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Is Fluoride Toothpaste Safe for Kids?

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Is Fluoride Toothpaste Safe for Kids?

  1. Home
  2. Dental Articles
  3. Is Fluoride Toothpaste Safe for Kids?

Fluoride is very well known for its natural cavity-fighting properties. It is a natural mineral that protects and maintains the health of the teeth for a long time. In the developed countries, fluoride can be found in drinking water, salt, milk, and even infant formula. All these forms of fluoride are categorised as systemic fluoride supplies.

One of the most readily available means of topical fluoride is fluoride toothpaste. The American Dental Association recommends using fluoridated toothpaste for the dental benefits of both the kids and adults. However, recently, parents worldwide have raised a concern regarding the safety of fluoride toothpaste for children. This is because of the change in the ADA guidelines for the usage of fluoride toothpaste among children.

Earlier the ADA had recommended the use of fluoride toothpaste after the age of two. However, in February 2014, the guidelines changed and ADA recommended to use a smear of fluoride toothpaste for babies as soon as the first set of teeth erupt. Today’s article will highlight the safety levels of fluoride toothpaste for toddlers and older children. Moreover, we will also discuss the ADA recommendations and alternatives for fluoride toothpaste.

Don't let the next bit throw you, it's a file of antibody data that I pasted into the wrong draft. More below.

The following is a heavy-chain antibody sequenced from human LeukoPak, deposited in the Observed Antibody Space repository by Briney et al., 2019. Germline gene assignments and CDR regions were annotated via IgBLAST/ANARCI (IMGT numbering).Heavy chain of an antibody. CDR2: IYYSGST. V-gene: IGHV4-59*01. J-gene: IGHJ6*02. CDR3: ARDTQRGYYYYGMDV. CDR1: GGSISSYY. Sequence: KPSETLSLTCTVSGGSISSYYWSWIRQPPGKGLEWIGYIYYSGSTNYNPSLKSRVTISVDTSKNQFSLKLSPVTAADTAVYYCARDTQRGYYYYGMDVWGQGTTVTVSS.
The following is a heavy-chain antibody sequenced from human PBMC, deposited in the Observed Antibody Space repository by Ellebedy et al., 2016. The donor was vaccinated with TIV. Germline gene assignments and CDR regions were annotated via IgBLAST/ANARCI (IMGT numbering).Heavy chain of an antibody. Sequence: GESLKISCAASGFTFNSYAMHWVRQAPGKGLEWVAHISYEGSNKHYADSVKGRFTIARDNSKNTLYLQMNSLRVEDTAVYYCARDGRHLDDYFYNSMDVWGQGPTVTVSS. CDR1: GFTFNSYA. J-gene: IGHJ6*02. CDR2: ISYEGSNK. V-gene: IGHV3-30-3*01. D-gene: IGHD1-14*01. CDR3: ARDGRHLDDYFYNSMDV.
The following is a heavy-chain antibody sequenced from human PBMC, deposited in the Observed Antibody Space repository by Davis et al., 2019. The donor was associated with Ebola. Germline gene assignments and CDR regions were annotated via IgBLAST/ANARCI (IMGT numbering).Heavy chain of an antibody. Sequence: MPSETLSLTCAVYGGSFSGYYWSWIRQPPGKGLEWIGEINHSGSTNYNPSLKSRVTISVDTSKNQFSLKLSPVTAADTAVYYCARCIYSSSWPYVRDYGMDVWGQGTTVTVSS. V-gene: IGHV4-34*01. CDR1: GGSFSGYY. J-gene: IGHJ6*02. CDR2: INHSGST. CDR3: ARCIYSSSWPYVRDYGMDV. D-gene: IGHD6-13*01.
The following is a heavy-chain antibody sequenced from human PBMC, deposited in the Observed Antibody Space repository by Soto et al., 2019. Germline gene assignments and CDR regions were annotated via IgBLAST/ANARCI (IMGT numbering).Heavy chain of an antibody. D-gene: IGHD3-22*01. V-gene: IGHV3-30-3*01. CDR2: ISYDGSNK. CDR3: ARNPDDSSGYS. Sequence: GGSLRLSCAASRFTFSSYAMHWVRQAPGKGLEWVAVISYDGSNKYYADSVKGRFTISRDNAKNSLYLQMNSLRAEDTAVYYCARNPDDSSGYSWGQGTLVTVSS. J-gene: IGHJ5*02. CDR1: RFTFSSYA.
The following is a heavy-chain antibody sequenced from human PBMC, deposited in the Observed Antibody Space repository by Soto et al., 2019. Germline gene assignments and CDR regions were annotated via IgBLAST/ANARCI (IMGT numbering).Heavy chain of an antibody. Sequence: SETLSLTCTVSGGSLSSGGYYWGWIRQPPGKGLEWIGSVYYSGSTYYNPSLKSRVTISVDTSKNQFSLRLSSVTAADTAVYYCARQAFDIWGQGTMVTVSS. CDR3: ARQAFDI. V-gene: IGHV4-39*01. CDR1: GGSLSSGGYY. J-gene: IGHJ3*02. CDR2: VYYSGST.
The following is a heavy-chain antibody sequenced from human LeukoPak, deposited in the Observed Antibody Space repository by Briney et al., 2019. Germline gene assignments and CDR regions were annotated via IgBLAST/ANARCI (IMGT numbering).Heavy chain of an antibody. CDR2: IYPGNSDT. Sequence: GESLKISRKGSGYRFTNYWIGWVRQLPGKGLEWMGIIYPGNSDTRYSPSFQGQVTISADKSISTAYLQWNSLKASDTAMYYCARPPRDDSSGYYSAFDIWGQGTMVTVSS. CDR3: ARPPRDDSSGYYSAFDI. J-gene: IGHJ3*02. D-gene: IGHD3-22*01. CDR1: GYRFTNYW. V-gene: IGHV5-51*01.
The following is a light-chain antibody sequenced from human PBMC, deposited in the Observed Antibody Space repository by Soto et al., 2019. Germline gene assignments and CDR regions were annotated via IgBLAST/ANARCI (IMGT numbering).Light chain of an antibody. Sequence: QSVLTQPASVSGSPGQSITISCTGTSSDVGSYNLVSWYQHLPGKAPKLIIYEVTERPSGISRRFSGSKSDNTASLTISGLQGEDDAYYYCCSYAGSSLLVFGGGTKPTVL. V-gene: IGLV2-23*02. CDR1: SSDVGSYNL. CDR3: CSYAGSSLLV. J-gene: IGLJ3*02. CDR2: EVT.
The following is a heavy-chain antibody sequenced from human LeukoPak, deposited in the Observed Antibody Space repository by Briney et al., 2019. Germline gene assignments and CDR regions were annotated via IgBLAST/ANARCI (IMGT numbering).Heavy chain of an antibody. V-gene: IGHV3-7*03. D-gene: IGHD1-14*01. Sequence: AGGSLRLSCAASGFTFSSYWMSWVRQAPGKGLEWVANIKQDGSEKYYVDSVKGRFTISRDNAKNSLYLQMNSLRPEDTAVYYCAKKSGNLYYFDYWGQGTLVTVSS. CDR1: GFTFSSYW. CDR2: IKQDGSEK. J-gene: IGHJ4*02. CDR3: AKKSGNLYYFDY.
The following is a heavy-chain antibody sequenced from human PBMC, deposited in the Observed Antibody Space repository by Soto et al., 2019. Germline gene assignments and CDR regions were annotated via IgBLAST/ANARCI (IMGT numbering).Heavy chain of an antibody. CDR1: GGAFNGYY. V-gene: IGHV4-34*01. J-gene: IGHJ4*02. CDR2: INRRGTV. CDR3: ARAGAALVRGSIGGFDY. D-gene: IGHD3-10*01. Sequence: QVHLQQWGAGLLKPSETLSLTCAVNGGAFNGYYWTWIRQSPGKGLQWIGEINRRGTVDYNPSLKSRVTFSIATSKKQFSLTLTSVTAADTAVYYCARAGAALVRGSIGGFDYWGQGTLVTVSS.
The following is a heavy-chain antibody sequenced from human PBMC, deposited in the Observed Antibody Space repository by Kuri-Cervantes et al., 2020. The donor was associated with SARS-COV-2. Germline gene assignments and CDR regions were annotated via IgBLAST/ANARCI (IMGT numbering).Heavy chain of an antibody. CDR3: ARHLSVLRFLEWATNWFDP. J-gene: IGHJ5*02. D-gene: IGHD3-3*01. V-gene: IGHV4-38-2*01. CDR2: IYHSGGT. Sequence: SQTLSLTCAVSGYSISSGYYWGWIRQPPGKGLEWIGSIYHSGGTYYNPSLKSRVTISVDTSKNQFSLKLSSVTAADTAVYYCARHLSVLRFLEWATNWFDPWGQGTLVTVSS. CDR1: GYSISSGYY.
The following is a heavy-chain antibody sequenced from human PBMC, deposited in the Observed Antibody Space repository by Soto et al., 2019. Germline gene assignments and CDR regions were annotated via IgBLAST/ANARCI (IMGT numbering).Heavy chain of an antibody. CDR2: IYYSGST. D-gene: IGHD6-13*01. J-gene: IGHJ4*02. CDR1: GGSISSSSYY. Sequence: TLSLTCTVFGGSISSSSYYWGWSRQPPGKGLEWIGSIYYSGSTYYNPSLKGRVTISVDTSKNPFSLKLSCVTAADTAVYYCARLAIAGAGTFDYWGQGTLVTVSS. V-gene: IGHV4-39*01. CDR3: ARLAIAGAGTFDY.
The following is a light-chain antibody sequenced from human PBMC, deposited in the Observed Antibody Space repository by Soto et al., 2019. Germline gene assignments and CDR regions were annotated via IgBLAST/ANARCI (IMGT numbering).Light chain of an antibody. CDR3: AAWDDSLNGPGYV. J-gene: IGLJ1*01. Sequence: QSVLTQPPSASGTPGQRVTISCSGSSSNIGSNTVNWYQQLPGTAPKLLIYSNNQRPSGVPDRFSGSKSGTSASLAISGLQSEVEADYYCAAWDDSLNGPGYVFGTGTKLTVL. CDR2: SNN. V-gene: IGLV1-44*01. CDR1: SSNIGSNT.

What is fluoride?

Fluoride is a natural mineral that is mostly found in water, air, and soil. Developed countries such as the United States of America is well known for its water fluoridation techniques. Additionally, fluoride is also found in salt, milk, infant formula, and toothpaste. However, the percentage of fluoride may vary from one product to another.

What is the importance of fluoride?

Fluoride is considered as one of the best ways of preventing tooth decay and cavity formations among children. This because the fluoride protects the tooth enamel and makes it resistant to bacterial acids in the mouth. One of the most popular forms of topical fluoride is fluoride toothpaste. Some of the critical properties of fluoride toothpaste include the following –

  • Fights cavities and reverses early stages of dental caries
  • Strengthens the weak tooth enamel
  • Limits the growth of harmful oral bacteria in the mouth
  • Remineralises the tooth enamel
  • Slows down the loss of calcium from tooth enamel

Is fluoride toothpaste safe for  toddlers and older children?

Fluoride toothpaste usually contains a high fluoride concentration compared to fluoridated water, milk, or salt. Excessive fluoride intake can damage the tooth structure. Moreover, accidental swallowing of toothpaste can lead to systemic disturbance.

This is one reason parents are concerned about the use of fluoride toothpaste, especially for their children. Let’s look at the safety of fluoride toothpaste among different age groups.

Babies and toddlers

According to the new guidelines, as set by the American Dental Association, parents can use a smear of fluoride toothpaste. A smear of fluoride toothpaste is equivalent to the size of a grain of rice. Additionally, tooth brushing can begin as soon as the first set of teeth erupt.